LONDON (Reuters) - Europe’s largest privately held biotech company, Germany-based BioNTech, has raised $270 million to support its work in developing personalized immunotherapies for cancer, ahead of an expected eventual stock market flotation.
Overall, the company has brought in close to $950 million since it was founded in 2008 -- taking account of initial seed funding, grants and partnership deals with big drugmakers -- giving it war chest to finance operations well into 2019.
Chief Operating Officer Sean Marett told Reuters the group would go public at some stage, given the capital-intensive nature of its business, although an initial public offering (IPO) was unlikely this year.
“Inevitably, in the end we will IPO just because of the size and the capital demands required by individualized approaches to treatment. You have to invest enormously in manufacturing,” he said.
BioNTech hit the headlines in July when its experimental personalized cancer vaccine, tailored to the tumors of individual patients, kept disease in check in an early-stage clinical trial.
The approach offers a way to widen the use of a new generation of immunotherapy drugs from the likes of Merck & Co MRK.N, Bristol-Myers Squibb BMY.N and Roche ROG.S that currently only work for a limited number of patients.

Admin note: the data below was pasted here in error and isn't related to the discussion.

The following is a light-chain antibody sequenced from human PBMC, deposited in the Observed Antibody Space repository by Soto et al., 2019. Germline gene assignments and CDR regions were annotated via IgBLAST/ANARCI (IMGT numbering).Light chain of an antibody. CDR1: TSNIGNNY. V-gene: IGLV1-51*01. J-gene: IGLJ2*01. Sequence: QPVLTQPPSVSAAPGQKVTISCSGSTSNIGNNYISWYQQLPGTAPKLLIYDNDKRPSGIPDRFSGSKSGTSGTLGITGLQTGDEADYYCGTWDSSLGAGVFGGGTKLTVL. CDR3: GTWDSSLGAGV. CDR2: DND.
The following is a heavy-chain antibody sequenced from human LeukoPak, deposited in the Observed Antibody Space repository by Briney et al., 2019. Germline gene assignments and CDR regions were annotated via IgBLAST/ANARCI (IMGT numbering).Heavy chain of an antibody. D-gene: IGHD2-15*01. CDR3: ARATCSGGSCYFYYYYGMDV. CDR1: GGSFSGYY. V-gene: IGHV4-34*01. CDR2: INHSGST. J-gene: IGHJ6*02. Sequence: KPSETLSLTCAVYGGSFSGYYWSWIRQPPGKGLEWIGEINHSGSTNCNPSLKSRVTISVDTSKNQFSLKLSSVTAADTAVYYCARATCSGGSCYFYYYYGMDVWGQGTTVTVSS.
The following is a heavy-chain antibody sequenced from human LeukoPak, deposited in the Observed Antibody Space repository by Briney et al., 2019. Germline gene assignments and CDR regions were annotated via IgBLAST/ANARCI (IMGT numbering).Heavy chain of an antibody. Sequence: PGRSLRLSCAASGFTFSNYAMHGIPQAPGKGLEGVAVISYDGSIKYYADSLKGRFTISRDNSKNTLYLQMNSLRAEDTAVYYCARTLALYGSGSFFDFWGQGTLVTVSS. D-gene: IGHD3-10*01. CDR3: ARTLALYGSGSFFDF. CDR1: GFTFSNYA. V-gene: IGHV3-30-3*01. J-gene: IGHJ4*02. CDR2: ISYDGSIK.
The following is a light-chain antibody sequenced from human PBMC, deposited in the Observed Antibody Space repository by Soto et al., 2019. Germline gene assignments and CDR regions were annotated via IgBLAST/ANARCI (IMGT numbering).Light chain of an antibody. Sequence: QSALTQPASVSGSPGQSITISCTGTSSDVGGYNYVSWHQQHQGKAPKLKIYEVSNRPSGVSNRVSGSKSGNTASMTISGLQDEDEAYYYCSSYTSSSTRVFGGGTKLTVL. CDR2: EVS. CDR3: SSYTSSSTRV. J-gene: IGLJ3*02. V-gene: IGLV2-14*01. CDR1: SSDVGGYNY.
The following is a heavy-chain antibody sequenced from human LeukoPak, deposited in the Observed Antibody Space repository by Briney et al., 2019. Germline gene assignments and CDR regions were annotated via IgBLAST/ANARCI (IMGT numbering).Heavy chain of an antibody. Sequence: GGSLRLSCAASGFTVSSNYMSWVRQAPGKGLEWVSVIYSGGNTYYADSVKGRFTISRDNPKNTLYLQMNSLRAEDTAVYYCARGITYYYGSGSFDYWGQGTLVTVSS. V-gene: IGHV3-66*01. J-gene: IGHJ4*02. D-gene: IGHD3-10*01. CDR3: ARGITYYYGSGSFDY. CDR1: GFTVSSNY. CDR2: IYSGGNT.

By adding a personalized cancer vaccine, scientists believe it should be possible to improve substantially the effectiveness of such immune-boosting medicines.
BioNTech has already signed a $310 million deal with Roche allowing the Swiss drugmaker to test the vaccine with its marketed immunotherapy drug Tecentriq.
The individualized vaccine uses so-called messenger RNA to carry code for making mutated proteins that are specific to a patient’s tumor, prompting specialist T-cells to step up their attack on cancer cells.
BioNTech, which has around 700 employees at sites in Germany -- more than any other unlisted biotech firm in Europe -- is also working on other cancer-fighting technologies, including antibodies, cell therapies and small molecules.
Mainz-based BioNTech has yet to make a profit and has been bankrolled for the past decade by majority owners Thomas and Andreas Struengmann, who sold their generic drugs business Hexal to Novartis NOVN.S in 2005.
The latest Series A financing, announced on Thursday, includes a fresh commitment by the Struengmanns, alongside investments from Redmile Group, Janus Henderson Investors, Invus, Fidelity and other European family offices.
Reporting by Ben Hirschler. Editing by Jane Merriman
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